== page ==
Saturday, May 27, 2006
Regular readers know that we like to challenge conventional wisdom, even when it is our conventional wisdom. So it is with Richard Betts' article on the "Osirak fallacy" in the spring issue of The National Interest. Betts argues that Israel's 1981 attack on Iraq's Osirak action makes a poor model for acting against Iran, in part because it did not stop Iraq's nuclear program or even, Betts argues, slow it down:
In contrast to a ground war, air power has the allure of quick, clean, decisive action without messy entanglement. Smash today, gone tomorrow. Iraq's nuclear program demonstrates how unsuccessful air strikes can be even when undertaken on a massive scale. Recall the surprising discoveries after the Iraq War. In 1991 coalition air forces destroyed the known nuclear installations in Iraq, but when UN inspectors went into the country after the war, they unearthed a huge infrastructure for nuclear weapons development that had been completely unknown to Western intelligence before the war.
Obliterating the Osirak reactor did not put the brakes on Saddam's nuclear weapons program because the reactor that was destroyed could not have produced a bomb on its own and was not even necessary for producing a bomb. Nine years after Israel's attack on Osirak, Iraq was very close to producing a nuclear weapon. Had Saddam been smart enough in 1990 to wait a year longer, he might have been able to have a nuclear weapon in his holster when he invaded Kuwait.
There are two methods for developing fissionable material for a nuclear weapon. One is to reprocess spent fuel from a nuclear reactor like Osirak into fissionable plutonium. In order to reprocess the fuel from Osirak on a significant scale, the Iraqis would have needed to construct a separate plutonium reprocessing plant. Many laymen commonly assume the effectiveness of the Israeli strike because they mistakenly believe that a nuclear reactor alone can produce explosive material for a bomb. Iraq had made no move toward building the necessary reprocessing facility at the time the Israelis struck the reactor. Without such a separate plant, the destruction of the reactor was practically superfluous.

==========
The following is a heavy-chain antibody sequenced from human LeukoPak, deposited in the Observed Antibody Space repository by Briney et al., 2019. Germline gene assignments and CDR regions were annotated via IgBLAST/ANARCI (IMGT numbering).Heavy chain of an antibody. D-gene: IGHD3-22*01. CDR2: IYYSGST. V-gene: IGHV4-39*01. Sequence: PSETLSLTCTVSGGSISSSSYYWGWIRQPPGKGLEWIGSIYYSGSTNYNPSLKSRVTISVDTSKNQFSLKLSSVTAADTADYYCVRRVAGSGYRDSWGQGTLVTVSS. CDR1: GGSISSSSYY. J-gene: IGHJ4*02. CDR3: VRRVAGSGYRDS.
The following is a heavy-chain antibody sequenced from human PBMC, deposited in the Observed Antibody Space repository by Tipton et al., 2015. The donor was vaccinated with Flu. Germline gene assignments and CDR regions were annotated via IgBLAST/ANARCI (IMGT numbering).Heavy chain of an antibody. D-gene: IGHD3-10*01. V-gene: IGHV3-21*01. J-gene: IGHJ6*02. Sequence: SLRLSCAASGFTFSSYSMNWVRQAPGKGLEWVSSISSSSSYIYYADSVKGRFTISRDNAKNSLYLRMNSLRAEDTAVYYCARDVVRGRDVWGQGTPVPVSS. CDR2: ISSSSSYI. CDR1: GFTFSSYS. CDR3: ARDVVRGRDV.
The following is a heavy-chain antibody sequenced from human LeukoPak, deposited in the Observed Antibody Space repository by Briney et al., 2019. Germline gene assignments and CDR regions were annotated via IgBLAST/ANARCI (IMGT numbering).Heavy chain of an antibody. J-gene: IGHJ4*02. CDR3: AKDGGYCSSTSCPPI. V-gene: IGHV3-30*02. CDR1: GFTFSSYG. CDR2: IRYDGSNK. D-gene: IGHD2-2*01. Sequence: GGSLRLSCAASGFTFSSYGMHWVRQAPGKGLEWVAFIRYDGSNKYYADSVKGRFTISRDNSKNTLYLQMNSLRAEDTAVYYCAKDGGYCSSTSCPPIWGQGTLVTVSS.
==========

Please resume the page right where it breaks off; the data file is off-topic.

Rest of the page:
In fact, a reactor is not even essential for developing a weapon--it is simply one building block for one option. Destruction of Osirak did nothing to impede the separate development project that brought Iraq to the brink of weapons capability less than a decade later. Iraq went on to a fast-paced weapon-development effort by choosing the route toward the enrichment of natural uranium. This is the route that Iran now appears to be taking. Western intelligence did not detect Iraq's enrichment facilities when Saddam Hussein was actively developing a nuclear capability during the 1980s.
If anything, the destruction of the reactor probably increased Saddam's incentive to rush the program via the second route. It is unlikely that Saddam would have been able to develop nuclear weapons much faster through the Osirak reactor--given that he would have had to plan, construct and operate a reprocessing plant--than through enrichment. Israel's preventive strike was not an example of effective delay.
It was, however, extremely entertaining.
The Betts article is instructive, but largely a "straw man" argument. However inapplicable the Osirak precedent may be to the case of Iran, most public discussion of airstrikes against Iran imagine a far more extensive campaign against all known elements of Iran's program. See, e.g., "Iranian Nuclear Weapons? The Options If Diplomacy Fails" (pdf) from the Center for Strategic and International Studies, the most dispassionate analysis of the non-military and military means for coercing Iran that I know of. A more extensive campaign would involve greater risk and cost and is probably beyond the capability of Israel acting alone, but neither does that mean that Osirak is precedent for its success or failure.